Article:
The challenges of navigating human resource (HR) management in the nonprofit sector are really no different than in the for-profit sector but with one large caveat—we’re trying to attract quality talent on a bare bones budget. The key is finding those people who have the heart and passion for what your organization does. When you can marry someone’s experience to their passion, it can be a rewarding partnership for everyone.
I learned this lesson early in my career with a small local firm in Milwaukee, WI. It had built its audit practice around nonprofit clients. Our audit partner had a huge heart for community service—something he did nearly every week in his off hours. This is what drove him to build a business that could help those who help others. He was fulfilling his own passion.
However, what I still recall to this day is the excitement and passion the folks I met had for the cause they chose to call work. These people were not working on ergonomically correct workstations.
Most were on mismatched furniture (if they were lucky) while many others might be on folding tables and chairs, often in the less expensive areas of town. What struck me was that these people were very experienced. Very talented. They could have been working anywhere and for much higher pay. But they didn’t. Why?
They all wanted to make a difference in the communities they call home. It was impressive and I found myself on a quest to marry my experience to an organization that matched my passion.
[Related: A Nonprofit’s Guide to RFPs]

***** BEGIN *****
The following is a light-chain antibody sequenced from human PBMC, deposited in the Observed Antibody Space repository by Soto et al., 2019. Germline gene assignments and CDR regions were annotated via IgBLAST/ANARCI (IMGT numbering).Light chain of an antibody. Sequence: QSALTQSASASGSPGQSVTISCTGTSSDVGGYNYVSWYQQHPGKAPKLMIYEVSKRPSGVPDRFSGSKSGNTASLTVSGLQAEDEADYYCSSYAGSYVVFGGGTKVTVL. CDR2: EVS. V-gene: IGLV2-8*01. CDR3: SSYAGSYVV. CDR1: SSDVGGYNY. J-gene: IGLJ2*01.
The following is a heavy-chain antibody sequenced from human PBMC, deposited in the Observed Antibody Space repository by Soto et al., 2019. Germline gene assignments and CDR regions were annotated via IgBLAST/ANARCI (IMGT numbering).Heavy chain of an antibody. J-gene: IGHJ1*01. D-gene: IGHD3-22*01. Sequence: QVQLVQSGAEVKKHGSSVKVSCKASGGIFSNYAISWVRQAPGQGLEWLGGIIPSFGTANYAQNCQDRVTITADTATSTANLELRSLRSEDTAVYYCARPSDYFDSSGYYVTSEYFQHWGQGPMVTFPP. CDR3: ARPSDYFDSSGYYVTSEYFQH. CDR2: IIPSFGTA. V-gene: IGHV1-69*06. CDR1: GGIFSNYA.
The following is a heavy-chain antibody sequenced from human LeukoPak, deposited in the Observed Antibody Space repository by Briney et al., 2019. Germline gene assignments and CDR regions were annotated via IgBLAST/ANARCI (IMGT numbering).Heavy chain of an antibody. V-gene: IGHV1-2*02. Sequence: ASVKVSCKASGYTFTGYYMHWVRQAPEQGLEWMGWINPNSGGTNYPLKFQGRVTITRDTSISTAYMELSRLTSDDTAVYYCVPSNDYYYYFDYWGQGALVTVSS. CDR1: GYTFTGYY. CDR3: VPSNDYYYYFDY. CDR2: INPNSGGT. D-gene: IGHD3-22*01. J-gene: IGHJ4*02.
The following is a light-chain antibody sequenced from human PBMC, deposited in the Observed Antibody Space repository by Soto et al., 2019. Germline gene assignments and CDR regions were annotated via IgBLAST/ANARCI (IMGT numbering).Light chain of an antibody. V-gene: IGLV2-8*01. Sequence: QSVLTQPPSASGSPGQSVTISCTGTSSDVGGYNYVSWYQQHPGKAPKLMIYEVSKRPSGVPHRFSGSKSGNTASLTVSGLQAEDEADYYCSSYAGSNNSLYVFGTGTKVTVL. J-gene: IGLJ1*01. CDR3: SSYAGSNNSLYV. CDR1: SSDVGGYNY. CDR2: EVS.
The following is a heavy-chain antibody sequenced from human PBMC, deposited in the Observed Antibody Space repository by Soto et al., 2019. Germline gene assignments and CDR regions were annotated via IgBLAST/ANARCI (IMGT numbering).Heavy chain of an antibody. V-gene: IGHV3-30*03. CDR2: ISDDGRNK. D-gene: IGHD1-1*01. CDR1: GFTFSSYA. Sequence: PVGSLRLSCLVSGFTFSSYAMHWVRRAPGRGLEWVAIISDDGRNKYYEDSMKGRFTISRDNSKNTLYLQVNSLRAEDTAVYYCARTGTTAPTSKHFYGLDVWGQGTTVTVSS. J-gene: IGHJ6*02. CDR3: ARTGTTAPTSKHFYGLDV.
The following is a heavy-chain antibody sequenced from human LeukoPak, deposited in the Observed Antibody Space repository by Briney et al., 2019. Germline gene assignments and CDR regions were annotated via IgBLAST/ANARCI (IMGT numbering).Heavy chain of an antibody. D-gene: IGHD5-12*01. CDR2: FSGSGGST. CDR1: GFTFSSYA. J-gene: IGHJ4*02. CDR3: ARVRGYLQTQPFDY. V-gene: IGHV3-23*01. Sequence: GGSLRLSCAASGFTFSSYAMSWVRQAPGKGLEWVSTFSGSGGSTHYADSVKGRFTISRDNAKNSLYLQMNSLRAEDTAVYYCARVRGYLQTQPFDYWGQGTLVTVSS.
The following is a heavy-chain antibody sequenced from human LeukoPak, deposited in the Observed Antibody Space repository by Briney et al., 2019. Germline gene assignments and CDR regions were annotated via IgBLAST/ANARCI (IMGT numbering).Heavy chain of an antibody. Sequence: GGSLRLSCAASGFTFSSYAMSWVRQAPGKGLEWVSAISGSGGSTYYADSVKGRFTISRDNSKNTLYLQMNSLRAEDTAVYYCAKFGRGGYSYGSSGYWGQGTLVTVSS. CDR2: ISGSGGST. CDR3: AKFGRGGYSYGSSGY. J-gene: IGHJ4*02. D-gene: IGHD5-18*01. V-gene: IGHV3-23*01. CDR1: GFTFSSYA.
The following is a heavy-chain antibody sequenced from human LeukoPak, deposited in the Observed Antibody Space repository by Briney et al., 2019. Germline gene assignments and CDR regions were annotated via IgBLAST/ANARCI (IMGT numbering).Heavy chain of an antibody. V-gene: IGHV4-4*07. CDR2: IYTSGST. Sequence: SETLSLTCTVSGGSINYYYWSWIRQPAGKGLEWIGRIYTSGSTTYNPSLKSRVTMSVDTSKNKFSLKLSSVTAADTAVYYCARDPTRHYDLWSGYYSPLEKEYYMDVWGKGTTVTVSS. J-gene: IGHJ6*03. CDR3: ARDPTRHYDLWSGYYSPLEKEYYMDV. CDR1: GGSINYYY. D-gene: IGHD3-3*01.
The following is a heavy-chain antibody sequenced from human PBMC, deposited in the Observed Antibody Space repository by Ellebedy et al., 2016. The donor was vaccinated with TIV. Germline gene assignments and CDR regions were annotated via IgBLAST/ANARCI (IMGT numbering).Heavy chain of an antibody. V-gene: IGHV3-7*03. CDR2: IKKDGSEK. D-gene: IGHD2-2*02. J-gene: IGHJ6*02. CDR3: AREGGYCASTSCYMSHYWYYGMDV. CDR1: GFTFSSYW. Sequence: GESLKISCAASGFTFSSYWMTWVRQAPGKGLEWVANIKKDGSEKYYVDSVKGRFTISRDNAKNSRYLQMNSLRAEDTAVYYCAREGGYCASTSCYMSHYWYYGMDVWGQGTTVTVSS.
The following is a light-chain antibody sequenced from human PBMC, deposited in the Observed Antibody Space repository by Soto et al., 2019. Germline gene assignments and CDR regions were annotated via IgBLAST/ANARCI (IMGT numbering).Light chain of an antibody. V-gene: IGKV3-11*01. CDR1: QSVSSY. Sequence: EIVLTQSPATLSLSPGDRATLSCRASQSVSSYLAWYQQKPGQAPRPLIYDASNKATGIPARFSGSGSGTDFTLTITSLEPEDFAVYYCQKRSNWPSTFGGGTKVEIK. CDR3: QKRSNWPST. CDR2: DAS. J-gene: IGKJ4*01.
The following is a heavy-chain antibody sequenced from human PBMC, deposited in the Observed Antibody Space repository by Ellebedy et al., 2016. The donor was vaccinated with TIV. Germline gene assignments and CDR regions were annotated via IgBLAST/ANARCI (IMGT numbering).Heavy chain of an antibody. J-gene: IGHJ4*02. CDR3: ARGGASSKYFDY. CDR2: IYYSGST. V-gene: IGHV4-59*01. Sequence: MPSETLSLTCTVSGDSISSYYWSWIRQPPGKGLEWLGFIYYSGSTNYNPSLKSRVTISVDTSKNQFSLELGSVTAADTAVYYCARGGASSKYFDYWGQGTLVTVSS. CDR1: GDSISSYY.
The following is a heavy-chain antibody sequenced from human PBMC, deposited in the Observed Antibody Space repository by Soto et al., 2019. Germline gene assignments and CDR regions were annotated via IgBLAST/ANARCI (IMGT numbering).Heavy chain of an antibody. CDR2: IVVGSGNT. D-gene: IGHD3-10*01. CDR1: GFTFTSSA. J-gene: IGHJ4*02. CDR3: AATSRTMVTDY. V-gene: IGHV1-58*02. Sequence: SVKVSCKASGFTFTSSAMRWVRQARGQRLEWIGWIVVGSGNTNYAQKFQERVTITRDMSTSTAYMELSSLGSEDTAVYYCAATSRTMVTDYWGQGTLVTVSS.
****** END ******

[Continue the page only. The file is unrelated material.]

How to Hire Your Ideal Candidate
Skip ahead many years and I found myself working for a globally recognized nonprofit organization overseeing the HR, administrative and finance functions. I needed to know how to do my best navigating HR in the nonprofit sector. In the shadow of companies such as Amazon and Expedia, attracting and hiring quality talent was a real challenge. In talking with the folks that worked at the organization, once again I was reminded of the passion these people had for the work they were doing; they were changing their communities through the causes they supported.
That was it! To attract talent, we needed more focus on the cause and less on the compensation package, especially salary where we really struggled to be competitive. We began tailoring interviews around why we were here personally, while educating applicants on the work and the vision of the organization. The interesting thing is when you believe in what you are doing, even the most operational employee can be a salesperson for the organization.
How to Implement Employee Retention
Now you hired your candidate, so how do you keep them?
Make employee retention your #1 goal. That’s a real challenge for all companies—turnover is expensive. You don’t want to be filling positions every year. It’s hard to advance your cause if you’re constantly hiring and training new people. Start by building your culture to be a place where people want to come.
Spend time thinking about ways to make your culture better such as more time off, flexibility, and offering a pet-friendly office space to name a few, and provide opportunities to bring your team together in a non-work situation. Engage your senior staff. Engage your employees. What do they want—and can you provide it? Afterall, your employees are giving up time with family and friends or doing the things they love to do. Make work one of the things they love to do.
[Related: Founder’s Syndrome: The Third Sector’s Challenge]
How to Increase Employee Happiness and Engagement
How do you make your employees love their work?